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Micromechanical and macromechanical effects in grain scale polycrystal plasticity experimentation and simulation

MPG-Autoren
http://pubman.mpdl.mpg.de/cone/persons/resource/persons125330

Raabe,  Dierk
Microstructure Physics and Alloy Design, Max-Planck-Institut für Eisenforschung GmbH, Max Planck Society;

http://pubman.mpdl.mpg.de/cone/persons/resource/persons125354

Sachtleber,  Michael I.
Microscopy and Diffraction, Microstructure Physics and Alloy Design, Max-Planck-Institut für Eisenforschung GmbH, Max Planck Society;

http://pubman.mpdl.mpg.de/cone/persons/resource/persons125501

Zhao,  Zisu
Theory and Simulation, Microstructure Physics and Alloy Design, Max-Planck-Institut für Eisenforschung GmbH, Max Planck Society;

http://pubman.mpdl.mpg.de/cone/persons/resource/persons125350

Roters,  Franz
Theory and Simulation, Microstructure Physics and Alloy Design, Max-Planck-Institut für Eisenforschung GmbH, Max Planck Society;

http://pubman.mpdl.mpg.de/cone/persons/resource/persons125491

Zaefferer,  Stefan
Microscopy and Diffraction, Microstructure Physics and Alloy Design, Max-Planck-Institut für Eisenforschung GmbH, Max Planck Society;

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Zitation

Raabe, D., Sachtleber, M. I., Zhao, Z., Roters, F., & Zaefferer, S. (2001). Micromechanical and macromechanical effects in grain scale polycrystal plasticity experimentation and simulation. Acta Materialia, 49(17), 3433-3441. doi:10.1016/S1359-6454(01)00242-7.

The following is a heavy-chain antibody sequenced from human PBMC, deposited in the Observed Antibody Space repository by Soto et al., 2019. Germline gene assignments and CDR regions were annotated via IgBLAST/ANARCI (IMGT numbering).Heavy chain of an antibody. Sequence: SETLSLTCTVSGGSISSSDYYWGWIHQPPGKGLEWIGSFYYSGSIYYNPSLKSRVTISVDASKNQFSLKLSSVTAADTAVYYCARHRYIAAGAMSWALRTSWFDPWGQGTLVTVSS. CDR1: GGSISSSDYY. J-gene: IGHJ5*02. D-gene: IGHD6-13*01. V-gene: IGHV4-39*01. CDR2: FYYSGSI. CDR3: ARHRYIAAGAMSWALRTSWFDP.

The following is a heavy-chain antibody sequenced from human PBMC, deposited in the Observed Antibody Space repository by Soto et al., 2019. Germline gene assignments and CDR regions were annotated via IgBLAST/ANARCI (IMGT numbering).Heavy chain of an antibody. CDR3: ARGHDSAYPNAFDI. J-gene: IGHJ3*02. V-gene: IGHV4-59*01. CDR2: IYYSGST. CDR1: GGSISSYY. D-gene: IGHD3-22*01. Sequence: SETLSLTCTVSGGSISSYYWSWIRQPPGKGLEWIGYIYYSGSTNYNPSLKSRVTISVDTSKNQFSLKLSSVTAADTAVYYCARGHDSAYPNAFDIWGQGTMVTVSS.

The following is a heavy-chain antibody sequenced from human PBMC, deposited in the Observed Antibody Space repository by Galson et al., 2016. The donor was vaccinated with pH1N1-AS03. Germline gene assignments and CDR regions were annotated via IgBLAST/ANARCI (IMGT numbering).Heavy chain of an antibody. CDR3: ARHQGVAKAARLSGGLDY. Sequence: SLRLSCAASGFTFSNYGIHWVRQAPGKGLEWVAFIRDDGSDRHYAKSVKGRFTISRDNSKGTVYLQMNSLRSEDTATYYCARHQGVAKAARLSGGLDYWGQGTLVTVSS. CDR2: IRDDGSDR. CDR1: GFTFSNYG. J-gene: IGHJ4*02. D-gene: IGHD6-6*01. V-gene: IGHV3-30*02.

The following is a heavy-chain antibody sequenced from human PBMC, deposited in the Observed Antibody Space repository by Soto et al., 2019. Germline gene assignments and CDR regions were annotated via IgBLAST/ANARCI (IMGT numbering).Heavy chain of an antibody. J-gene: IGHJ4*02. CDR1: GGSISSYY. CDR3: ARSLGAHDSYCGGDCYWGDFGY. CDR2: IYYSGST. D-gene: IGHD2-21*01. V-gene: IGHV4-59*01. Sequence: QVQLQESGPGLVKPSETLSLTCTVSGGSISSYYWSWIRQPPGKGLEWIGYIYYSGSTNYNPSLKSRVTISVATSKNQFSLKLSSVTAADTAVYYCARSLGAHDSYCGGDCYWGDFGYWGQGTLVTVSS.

Zitierlink: http://hdl.handle.net/11858/00-001M-0000-0024-E430-3
Zusammenfassung
A polycrystalline aluminum sample with a quasi-2D single layer of coarse grains is plastically deformed in a channel die plane strain set-up at ambient temperature and low strain rate. The microtexture of the specimen is determined by analysis of electron back scattering patterns obtained in a scanning electron microscope. The spatial distribution of the plastic microstrains at the sample surface is determined by measurement of the 3D plastic displacement field using a photogrametric pixel-based pattern recognition algorithm. The initial microtexture is mapped onto a finite element mesh. Continuum and crystal plasticity finite element simulations are conducted using boundary conditions which approximate those of the channel die experiments. The experimental and simulation data are analyzed with respect to macromechanical and micromechanical effects on grain-scale plastic heterogeneity. The most important contributions among these are the macroscopic strain profile (friction), the kinematic hardness of the crystals (individual orientation factors), the interaction with neighbor grain, and grain boundary effects, Crystallographic analysis of the data reveals two important points. First, the macroscopic plastic strain path is not completely altered by the crystallographic texture, but modulated following soft crystals and avoiding hard crystals. Second, grain-scale mechanisms are strongly superimposed by effects arising from the macroscopic profile of strain, The identification of genuine interaction mechanisms at this scale therefore requires procedures to filter out macroscopically induced strain gradients. As an analysis tool, the paper introduces a micromechanical Taylor factor, which differs from the macromechanical Taylor factor by the fact that crystal shear is normalized by the local rather than the global von Mises strain. (C) 2001 Acta Materialia Inc. Published by Elsevier Science Ltd. All rights reserved.